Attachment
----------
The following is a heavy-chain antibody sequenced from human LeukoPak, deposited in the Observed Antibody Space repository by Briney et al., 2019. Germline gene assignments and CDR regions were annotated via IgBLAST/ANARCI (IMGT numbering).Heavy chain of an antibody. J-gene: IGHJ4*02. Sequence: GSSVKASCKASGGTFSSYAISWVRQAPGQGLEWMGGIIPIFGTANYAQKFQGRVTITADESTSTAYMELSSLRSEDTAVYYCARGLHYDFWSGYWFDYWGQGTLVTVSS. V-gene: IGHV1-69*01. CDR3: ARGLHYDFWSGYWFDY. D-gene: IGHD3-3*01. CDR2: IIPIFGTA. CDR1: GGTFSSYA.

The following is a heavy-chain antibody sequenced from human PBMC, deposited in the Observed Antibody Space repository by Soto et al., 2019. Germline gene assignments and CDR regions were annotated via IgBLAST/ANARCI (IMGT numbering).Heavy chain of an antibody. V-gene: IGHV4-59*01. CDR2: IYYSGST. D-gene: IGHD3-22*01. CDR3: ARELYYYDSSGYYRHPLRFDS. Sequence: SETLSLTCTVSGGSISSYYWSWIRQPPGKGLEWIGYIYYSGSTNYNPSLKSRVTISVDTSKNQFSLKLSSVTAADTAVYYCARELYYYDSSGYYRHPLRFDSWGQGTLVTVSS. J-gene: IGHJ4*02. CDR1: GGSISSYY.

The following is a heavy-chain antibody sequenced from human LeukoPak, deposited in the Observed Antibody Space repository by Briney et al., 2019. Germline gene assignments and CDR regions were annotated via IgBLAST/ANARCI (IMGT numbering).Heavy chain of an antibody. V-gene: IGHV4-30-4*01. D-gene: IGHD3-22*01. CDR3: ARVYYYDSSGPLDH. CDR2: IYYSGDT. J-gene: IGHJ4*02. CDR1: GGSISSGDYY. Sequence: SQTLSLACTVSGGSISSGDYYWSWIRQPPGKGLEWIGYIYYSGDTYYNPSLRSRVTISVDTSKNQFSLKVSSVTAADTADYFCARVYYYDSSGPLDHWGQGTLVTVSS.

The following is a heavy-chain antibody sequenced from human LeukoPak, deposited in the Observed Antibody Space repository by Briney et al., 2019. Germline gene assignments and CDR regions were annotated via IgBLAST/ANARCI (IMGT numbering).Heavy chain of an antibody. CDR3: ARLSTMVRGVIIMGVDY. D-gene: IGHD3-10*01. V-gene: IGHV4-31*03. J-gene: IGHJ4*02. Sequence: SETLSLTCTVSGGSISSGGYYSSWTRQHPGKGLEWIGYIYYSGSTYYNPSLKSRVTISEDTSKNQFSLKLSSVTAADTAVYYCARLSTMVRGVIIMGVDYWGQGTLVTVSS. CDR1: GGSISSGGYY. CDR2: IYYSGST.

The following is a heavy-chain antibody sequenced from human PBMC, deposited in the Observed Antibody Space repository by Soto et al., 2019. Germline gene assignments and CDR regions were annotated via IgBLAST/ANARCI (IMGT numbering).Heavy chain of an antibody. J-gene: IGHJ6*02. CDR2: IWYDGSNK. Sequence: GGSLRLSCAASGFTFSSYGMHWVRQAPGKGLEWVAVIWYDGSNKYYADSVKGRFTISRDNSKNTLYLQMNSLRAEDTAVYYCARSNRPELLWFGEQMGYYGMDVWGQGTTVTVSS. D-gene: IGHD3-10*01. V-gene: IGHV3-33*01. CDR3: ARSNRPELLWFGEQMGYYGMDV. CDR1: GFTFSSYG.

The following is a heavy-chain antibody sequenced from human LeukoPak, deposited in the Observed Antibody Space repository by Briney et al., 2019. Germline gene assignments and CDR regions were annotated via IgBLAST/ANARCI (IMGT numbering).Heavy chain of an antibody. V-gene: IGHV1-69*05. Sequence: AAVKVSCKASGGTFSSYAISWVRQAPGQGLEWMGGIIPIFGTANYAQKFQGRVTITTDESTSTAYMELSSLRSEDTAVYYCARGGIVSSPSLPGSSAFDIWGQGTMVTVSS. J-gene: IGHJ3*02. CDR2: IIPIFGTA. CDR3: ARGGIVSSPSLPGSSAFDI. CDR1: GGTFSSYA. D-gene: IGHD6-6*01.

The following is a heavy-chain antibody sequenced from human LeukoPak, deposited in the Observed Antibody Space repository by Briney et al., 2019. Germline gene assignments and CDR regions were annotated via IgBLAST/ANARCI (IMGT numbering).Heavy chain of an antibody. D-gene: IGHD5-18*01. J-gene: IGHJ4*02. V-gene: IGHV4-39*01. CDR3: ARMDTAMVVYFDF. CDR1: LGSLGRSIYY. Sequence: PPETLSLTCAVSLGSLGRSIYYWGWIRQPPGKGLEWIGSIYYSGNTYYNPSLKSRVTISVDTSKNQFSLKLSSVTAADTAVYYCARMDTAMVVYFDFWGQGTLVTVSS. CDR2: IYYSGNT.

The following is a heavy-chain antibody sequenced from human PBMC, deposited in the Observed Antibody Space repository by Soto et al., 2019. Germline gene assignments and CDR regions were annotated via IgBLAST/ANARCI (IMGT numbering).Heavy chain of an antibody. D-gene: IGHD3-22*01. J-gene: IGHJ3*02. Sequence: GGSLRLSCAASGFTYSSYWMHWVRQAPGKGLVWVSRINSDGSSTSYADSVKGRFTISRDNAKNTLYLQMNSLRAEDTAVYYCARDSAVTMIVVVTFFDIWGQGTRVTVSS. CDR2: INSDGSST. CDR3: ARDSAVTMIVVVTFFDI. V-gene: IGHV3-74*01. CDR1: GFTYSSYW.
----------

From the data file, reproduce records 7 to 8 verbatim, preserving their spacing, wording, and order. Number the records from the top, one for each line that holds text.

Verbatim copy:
The following is a heavy-chain antibody sequenced from human LeukoPak, deposited in the Observed Antibody Space repository by Briney et al., 2019. Germline gene assignments and CDR regions were annotated via IgBLAST/ANARCI (IMGT numbering).Heavy chain of an antibody. D-gene: IGHD5-18*01. J-gene: IGHJ4*02. V-gene: IGHV4-39*01. CDR3: ARMDTAMVVYFDF. CDR1: LGSLGRSIYY. Sequence: PPETLSLTCAVSLGSLGRSIYYWGWIRQPPGKGLEWIGSIYYSGNTYYNPSLKSRVTISVDTSKNQFSLKLSSVTAADTAVYYCARMDTAMVVYFDFWGQGTLVTVSS. CDR2: IYYSGNT.

The following is a heavy-chain antibody sequenced from human PBMC, deposited in the Observed Antibody Space repository by Soto et al., 2019. Germline gene assignments and CDR regions were annotated via IgBLAST/ANARCI (IMGT numbering).Heavy chain of an antibody. D-gene: IGHD3-22*01. J-gene: IGHJ3*02. Sequence: GGSLRLSCAASGFTYSSYWMHWVRQAPGKGLVWVSRINSDGSSTSYADSVKGRFTISRDNAKNTLYLQMNSLRAEDTAVYYCARDSAVTMIVVVTFFDIWGQGTRVTVSS. CDR2: INSDGSST. CDR3: ARDSAVTMIVVVTFFDI. V-gene: IGHV3-74*01. CDR1: GFTYSSYW.